The sample comes from a suite of granites in NE Scotland that were intruded around 470 million years ago at depths of around 20 km. They were formed during the peak of metamorphism in the Grampian orogeny, which reached temperatures of 700 °C. There is strong evidence that the granites were formed by the melting of Dalradian metasediments, and they are surrounded by a high temperature, partially melted country-rock envelope.
Many of the civic buildings in the local city of Aberdeen were built from this granite, which comes from the Rubislaw quarry. The building stones commonly exhibit biotite-rich patches that represent the remains of a dominantly pelitic metasedimentary source.
In thin section the rock exhibits large plates of quartz, intergrown with altered plagioclase and microcline feldspar. The microcline exhibits characteristic cross-hatched twinning. The rock contains many small fox-brown biotite grains with zircon inclusions, each surrounded by a pleochroic halo. Muscovite is present both as small grains intergrown with biotite and as larger plates.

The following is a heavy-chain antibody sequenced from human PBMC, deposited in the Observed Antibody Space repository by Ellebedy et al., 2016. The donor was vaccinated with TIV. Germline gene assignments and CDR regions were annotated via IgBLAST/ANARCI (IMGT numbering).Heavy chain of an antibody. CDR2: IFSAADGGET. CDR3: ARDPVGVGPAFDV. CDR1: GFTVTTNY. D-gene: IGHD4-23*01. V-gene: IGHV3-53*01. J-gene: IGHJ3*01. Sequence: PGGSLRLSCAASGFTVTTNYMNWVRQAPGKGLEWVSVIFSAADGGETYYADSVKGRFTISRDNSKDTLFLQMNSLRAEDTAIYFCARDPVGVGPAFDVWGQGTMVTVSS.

The United Kingdom Virtual Microscope (UKVM) collection consists of igneous, sedimentary and metamorphic rocks from around the UK.
It is intended as a teaching resource, helping to tell the story of the common rock types and how they form, and reflecting the history of the UK at the margins of the continent of Europe. The collection is a series of teaching sets, for example igneous rocks from the North Atlantic Igneous Province and SW England; high-temperature metamorphic rocks from Scotland and low-temperature metamorphic rocks from Wales; and sedimentary rocks, including English limestones and sandstones.